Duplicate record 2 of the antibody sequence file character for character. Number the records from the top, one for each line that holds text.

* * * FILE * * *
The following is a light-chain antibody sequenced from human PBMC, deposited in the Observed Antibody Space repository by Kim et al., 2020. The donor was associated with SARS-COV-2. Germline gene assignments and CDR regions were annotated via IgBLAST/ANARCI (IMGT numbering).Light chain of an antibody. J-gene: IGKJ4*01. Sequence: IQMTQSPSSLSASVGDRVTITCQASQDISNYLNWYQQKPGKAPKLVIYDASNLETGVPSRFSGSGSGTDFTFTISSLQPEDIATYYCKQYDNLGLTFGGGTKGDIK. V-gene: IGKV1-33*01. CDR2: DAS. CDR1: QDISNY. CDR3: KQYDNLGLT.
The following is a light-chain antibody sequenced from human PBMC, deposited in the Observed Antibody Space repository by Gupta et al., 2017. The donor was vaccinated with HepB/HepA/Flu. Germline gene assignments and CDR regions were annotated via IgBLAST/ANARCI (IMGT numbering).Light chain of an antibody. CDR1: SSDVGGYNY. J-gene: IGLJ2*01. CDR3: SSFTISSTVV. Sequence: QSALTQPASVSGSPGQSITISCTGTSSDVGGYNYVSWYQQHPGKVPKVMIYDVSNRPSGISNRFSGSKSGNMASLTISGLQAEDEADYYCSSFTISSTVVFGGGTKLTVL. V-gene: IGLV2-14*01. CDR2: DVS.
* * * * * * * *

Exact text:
The following is a light-chain antibody sequenced from human PBMC, deposited in the Observed Antibody Space repository by Gupta et al., 2017. The donor was vaccinated with HepB/HepA/Flu. Germline gene assignments and CDR regions were annotated via IgBLAST/ANARCI (IMGT numbering).Light chain of an antibody. CDR1: SSDVGGYNY. J-gene: IGLJ2*01. CDR3: SSFTISSTVV. Sequence: QSALTQPASVSGSPGQSITISCTGTSSDVGGYNYVSWYQQHPGKVPKVMIYDVSNRPSGISNRFSGSKSGNMASLTISGLQAEDEADYYCSSFTISSTVVFGGGTKLTVL. V-gene: IGLV2-14*01. CDR2: DVS.